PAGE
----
vendredi, octobre 15, 2004

I Have $55,000 More Than I Had Yesterday

There are two kinds of people in America - those who would win $100,000 in the lottery and say "I won $100,000 but after taxes it was only $55,000" and those who would win $100,000 and say "I have $55,000 more than I had yesterday. I'm the second type." -Duf

Perhaps now is a good time to tell you I don't really have $55,000 more than I had yesterday. I've just been thinking a lot about money and taxes. It all started last week.

Last week, on my way home, I stopped at the "Ghetto Rainbow," the affectionate name a group of friends and I have for a grocery store chain's location on University Avenue in the midway section of St. Paul. The store is in the heart of the city, and attracts a number of interesting characters. I've been solicited by a prositute there (yes, I declined), and I saw a woman beat her son because he vomited on the floor in the produce section. I don't think he did it on purpose. I think he wasn't feeling well.

My wife and I have the whole granola vibe going, and we tend to be fairly laid back when it comes to groceries and the cost of groceries. We usually go here for groceries, but we also go here. It depends on what we want and how we feel. I go as often as my wife does, and we both usually go beyond the list to grab other items. Last week I went in for rice milk and bread, and came out with $70 worth of stuff including fruit, english muffins (my favorite) and the my favorite snack chip.

The man just before me at the checkout stand, paid using an electronic debit card that the State of Minnesota issues to citizens who need financial assistance. The debit card covered more than $100 worth of his groceries, and he had to come out of pocket for the remaining $20 or so.

Several things stood out to me about this scene. First, the guy, in many ways, was a lot like me. I would place him in his mid-30's. He was pleasingly portly, and he was African-American. We didn't visit, but he seemed like a nice guy. After I bagged my groceries and as I was walking to my car, I found myself wondering two things. I wondered what he bought at the grocery store (I wish I'd taken a moment to see how he spent his assistance - because I think it matters to some I do remember seeing a whole chicken), and I wondered how he was getting home. Not because I wanted to give him a ride home and interview him for my blog, but because I was curious.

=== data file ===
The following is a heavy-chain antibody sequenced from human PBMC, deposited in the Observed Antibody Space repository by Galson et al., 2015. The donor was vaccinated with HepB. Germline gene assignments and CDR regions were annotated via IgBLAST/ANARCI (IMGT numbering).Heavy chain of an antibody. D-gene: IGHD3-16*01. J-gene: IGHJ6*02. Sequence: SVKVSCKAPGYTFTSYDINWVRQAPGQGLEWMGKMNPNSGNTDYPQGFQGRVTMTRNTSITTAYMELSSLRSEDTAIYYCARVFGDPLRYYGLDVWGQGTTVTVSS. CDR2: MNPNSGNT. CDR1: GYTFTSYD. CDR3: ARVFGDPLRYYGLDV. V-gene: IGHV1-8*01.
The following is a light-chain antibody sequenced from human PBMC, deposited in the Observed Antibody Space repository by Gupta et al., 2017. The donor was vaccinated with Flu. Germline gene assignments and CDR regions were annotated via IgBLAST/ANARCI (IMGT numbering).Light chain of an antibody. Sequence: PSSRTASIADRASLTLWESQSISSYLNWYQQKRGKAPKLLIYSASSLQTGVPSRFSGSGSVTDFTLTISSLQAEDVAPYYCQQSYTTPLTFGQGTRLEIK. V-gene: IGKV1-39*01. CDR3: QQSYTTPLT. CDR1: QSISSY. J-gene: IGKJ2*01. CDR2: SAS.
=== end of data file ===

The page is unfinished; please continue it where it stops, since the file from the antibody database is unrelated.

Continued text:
Also, two images from the past came to mind. First, I remembered a time in my childhood in Wichita, Kansas, when my brother, a babysitter and I went to the Dillons on 13th and Oliver and got sandwich fixings. It was the first time I remember seeing food stamps, and I recall our babysitter telling us about them. I think I was about 12.

The second image was of Ronald Reagan's notorious welfare queen - you know, the one with the Cadillac and the swimming pool. I think that's why I wanted to see how the guy was getting to the grocery store. Did he take the bus, or did he roll up in a '05 Escalade with 20" dubz?

My enduring thought was this. I am truly blessed. I am blessed in many ways. Scenes like this one can call to mind how fortunate we are. Those of us who do not require assistance from the government are fortunate. We are fortunate because we are self-sufficient, and we are fortunate because if we ever do require such assistance, it will be there for us. I am blessed, and so is the man who used the debit card that night.